Straddling the two continents of Europe and Asia, Turkey is a melting pot of cultures with something for everyone. It has a gorgeous coastline bordering the Mediterranean Sea, historical ruins to rival those of Greece and Italy, plus delicious food and friendly locals.
If you still need persuading that Turkey should be your next holiday destination, then here are 10 reasons to visit this amazing country.
1. The People
Turkish people are some of the friendliest and most genuinely hospitable people in the world. Visit any shop and chances are you’ll be offered free samples, tea and conversation with absolutely zero pressure to buy anything.
Head to East Turkey and here you really will be blown away by the friendliness and generosity of the locals. With few foreign tourists here most won’t speak any English, but they’ll still want to talk to you and most likely offer you tea, free food and sometimes even the offer to join them for dinner or stay at their house.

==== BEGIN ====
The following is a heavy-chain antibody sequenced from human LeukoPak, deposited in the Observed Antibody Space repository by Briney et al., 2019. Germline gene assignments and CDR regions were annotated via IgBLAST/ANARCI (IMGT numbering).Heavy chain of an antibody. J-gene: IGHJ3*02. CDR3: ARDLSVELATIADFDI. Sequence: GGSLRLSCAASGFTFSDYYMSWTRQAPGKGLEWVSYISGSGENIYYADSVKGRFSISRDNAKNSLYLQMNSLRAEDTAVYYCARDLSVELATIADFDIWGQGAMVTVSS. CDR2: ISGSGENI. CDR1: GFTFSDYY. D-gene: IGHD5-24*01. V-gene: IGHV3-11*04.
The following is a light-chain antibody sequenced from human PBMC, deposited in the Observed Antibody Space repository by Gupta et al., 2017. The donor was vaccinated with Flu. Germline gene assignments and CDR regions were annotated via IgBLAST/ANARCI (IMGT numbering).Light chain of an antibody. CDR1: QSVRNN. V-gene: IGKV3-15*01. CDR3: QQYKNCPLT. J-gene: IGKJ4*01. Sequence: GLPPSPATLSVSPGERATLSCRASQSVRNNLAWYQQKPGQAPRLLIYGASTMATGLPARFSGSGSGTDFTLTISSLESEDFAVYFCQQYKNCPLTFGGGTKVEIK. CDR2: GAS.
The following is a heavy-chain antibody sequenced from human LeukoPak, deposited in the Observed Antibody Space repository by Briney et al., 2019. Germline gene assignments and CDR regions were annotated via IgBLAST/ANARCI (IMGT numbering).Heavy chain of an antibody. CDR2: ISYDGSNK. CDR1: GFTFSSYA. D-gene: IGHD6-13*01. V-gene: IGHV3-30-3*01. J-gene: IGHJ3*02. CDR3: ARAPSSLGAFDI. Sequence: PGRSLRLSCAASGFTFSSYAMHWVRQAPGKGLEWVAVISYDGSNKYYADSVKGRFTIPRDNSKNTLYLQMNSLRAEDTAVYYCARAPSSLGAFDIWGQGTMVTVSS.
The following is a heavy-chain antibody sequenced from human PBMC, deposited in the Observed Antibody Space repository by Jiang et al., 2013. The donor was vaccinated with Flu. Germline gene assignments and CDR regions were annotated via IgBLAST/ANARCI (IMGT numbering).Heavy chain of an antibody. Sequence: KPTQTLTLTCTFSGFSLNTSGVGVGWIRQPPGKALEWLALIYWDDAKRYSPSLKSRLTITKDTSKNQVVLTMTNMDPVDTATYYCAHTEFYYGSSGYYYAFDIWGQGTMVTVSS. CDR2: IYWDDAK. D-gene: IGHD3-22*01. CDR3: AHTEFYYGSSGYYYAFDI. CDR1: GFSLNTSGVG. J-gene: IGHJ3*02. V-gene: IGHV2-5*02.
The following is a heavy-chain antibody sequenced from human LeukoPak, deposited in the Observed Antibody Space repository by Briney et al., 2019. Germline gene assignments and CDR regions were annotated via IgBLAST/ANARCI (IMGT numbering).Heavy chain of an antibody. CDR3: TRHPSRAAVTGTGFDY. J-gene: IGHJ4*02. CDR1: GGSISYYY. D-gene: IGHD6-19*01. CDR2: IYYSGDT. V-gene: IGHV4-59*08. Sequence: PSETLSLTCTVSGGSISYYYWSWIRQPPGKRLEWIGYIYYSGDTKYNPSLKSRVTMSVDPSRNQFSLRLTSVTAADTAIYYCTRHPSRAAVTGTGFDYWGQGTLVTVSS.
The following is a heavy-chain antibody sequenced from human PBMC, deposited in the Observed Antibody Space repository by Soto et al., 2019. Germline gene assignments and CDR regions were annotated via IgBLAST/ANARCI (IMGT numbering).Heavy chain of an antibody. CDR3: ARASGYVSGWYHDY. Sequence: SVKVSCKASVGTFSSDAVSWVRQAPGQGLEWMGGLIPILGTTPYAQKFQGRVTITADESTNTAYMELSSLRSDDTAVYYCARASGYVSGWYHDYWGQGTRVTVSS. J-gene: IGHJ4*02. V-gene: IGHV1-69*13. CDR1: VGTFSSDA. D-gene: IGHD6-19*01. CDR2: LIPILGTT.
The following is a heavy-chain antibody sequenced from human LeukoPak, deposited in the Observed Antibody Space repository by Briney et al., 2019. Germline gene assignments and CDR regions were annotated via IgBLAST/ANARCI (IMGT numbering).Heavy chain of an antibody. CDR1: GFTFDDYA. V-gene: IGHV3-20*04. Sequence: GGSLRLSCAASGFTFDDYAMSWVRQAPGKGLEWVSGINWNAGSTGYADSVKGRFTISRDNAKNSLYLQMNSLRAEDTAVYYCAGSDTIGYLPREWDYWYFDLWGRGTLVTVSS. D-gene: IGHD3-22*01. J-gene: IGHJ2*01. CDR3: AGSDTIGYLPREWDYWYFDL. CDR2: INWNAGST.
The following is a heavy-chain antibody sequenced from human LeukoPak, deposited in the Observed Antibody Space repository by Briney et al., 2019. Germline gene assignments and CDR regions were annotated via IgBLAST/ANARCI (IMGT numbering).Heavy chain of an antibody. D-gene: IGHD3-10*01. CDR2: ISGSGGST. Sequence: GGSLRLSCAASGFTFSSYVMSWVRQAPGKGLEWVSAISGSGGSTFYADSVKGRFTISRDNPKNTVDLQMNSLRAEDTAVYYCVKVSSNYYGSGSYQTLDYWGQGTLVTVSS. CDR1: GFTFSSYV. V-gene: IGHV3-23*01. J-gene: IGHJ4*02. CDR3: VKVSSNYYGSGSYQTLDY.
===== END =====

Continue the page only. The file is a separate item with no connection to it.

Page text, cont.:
2. The Beaches
Sitting east of Greece on the Mediterranean Sea it should be of little surprise that Turkey is perfect for a beach holiday. Its southern coastline, aptly nicknamed the Turquoise Coast, contains not only gorgeous beaches backed by calm turquoise waters ideal for swimming, but ancient ruins and plenty of opportunities for activities from hiking to diving.
One of the best beaches is the Blue Lagoon in Oludeniz. Here the beach stretches out to create a natural lagoon, with beautiful crystal clear water where you can paddleboard or kayak. To really see the Blue Lagoon at its finest, try paragliding over it. This is one of the most popular activities to do in Oludeniz, and seeing the Blue Lagoon and surroundings from above is simply breathtaking.